Let’s be honest, we all do it spend some amount of money on the splurge we really want.  These indulgences are fine to a point.  Every couple needs to have a dollar figure that can be spent in these “treat me”  times without first checking with the other person.  How much depends on your budget.  Many couples have a no spending $100 without me knowing type rule.  That can work but I think it is a good idea to have a unbudgeted spending limit and a budgeted spending limit. For us if we are spending anywhere near $100 on unbudgeted splurge items we are going to have budget issues. 
Principle: Erase the argument by knowing the limits, but give some wiggle room for the splurge cup of coffee, or book.  But only what the budget can allow.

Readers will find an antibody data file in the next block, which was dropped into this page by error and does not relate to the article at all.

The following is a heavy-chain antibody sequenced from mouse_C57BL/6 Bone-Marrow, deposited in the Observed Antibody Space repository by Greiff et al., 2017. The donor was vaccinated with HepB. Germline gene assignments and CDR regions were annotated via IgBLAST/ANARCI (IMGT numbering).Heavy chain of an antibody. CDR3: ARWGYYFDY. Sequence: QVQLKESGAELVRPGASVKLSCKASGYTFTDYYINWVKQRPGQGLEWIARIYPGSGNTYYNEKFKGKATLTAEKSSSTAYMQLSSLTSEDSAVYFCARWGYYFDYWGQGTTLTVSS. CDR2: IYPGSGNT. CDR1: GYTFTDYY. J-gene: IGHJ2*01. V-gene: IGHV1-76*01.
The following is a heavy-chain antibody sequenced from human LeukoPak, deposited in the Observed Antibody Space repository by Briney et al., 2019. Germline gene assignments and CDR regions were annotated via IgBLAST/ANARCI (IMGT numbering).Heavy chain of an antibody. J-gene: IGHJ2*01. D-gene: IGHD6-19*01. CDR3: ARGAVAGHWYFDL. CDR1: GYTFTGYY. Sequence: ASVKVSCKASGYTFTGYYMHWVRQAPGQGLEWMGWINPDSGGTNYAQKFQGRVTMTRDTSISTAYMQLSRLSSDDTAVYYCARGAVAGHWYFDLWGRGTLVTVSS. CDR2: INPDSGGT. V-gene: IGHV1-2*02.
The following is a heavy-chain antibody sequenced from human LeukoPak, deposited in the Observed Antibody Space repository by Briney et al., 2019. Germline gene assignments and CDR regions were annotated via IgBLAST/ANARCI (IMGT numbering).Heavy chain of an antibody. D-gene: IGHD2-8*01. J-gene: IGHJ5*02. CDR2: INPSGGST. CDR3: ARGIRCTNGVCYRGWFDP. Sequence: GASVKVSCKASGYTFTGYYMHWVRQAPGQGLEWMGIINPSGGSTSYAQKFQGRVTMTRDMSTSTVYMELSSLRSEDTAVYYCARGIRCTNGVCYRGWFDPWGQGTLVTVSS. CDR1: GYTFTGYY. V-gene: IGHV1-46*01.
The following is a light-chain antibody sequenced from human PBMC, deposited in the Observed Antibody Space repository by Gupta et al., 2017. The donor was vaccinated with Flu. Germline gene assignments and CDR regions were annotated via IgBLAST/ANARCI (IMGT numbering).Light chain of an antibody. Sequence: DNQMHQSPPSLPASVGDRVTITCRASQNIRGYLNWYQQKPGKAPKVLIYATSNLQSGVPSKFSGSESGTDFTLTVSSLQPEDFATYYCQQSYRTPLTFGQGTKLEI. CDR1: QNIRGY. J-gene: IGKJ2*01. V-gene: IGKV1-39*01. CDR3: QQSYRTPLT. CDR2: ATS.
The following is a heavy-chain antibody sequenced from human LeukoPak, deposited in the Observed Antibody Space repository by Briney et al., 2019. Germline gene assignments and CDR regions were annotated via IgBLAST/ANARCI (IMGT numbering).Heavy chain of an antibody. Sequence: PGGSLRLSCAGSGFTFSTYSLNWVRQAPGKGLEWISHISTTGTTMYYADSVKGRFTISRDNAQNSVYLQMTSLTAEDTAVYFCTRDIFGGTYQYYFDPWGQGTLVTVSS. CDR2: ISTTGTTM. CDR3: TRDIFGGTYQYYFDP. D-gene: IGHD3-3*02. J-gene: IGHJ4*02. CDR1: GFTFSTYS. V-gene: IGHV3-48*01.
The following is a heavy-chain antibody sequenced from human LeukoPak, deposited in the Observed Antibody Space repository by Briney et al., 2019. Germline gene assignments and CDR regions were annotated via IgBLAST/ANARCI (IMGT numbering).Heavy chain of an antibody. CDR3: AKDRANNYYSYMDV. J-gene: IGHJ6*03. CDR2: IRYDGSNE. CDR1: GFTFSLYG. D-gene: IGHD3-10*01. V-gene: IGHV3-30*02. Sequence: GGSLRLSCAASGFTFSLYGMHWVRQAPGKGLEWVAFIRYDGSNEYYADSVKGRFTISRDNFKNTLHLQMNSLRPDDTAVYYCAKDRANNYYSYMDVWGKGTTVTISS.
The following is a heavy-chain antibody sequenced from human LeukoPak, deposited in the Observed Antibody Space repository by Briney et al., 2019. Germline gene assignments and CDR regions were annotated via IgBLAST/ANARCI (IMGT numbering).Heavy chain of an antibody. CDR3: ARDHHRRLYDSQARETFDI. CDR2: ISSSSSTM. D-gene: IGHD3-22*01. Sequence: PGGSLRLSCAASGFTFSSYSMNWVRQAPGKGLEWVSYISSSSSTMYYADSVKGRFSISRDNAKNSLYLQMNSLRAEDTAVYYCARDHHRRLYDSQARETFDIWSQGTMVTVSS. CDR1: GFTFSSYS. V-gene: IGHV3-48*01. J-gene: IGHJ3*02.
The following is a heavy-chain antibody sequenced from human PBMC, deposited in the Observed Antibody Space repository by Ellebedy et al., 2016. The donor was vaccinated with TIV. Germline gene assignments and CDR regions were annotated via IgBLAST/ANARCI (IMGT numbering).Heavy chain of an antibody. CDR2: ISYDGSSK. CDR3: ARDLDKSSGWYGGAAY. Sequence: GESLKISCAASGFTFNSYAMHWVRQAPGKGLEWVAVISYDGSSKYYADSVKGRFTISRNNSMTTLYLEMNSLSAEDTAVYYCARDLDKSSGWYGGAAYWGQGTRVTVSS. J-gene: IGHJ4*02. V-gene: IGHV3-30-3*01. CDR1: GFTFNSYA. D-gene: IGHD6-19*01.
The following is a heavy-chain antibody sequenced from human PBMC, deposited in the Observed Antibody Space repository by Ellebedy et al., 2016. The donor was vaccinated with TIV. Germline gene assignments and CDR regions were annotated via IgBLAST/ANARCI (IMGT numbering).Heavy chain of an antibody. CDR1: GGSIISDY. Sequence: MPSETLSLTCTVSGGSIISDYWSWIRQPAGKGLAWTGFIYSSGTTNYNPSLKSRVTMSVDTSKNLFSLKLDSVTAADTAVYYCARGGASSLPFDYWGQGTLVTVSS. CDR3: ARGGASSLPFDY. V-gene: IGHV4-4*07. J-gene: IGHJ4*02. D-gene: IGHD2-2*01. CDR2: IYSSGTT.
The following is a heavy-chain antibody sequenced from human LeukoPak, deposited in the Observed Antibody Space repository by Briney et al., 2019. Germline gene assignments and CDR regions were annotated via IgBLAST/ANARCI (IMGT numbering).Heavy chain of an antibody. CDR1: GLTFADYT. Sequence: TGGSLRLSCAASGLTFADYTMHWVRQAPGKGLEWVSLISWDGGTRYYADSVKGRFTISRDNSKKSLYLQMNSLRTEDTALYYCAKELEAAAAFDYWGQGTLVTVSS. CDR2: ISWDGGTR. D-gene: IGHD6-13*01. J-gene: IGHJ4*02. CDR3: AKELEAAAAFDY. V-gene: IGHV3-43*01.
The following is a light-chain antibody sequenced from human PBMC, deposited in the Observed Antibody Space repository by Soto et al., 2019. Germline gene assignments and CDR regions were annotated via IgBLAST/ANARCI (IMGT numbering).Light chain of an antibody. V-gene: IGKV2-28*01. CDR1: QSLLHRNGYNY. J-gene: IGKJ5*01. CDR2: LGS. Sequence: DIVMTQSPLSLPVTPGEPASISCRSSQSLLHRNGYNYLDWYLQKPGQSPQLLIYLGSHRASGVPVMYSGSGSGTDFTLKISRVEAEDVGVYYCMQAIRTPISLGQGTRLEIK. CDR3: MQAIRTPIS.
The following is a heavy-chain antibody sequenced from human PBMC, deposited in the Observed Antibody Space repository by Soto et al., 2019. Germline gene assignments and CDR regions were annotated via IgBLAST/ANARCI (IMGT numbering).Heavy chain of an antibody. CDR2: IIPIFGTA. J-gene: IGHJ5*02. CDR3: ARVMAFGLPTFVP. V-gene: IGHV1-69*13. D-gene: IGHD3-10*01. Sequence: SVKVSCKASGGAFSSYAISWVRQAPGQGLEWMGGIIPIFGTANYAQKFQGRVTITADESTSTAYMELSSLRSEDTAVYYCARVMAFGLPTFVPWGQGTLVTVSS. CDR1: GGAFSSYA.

According to an MSN study nearly 1 in 3 people have lied to their spouse about finances, usually about spending.  Honesty is key to stopping the arguments.  No hiding shopping bags, no secret credit cards. 
Often we hide because we have either overspent, are concerned that our spouse will not understand the need for the item, or both.  Here is where a good conversation needs to take place.  Understanding that spending personalities differ from person to person is important.  There are benefits and consequences to all spending personalities.  If you are a spender and are hiding purchases because your spouse is a saver, it is time to come clean and honestly look at your overspending patterns!  If you are a saver and your spouse is hiding purchases from you, you might need to look at the rigidity of your saving habits. 
Principle:  Erase the argument tell the truth, and learn why you are tempted to lie in the first place.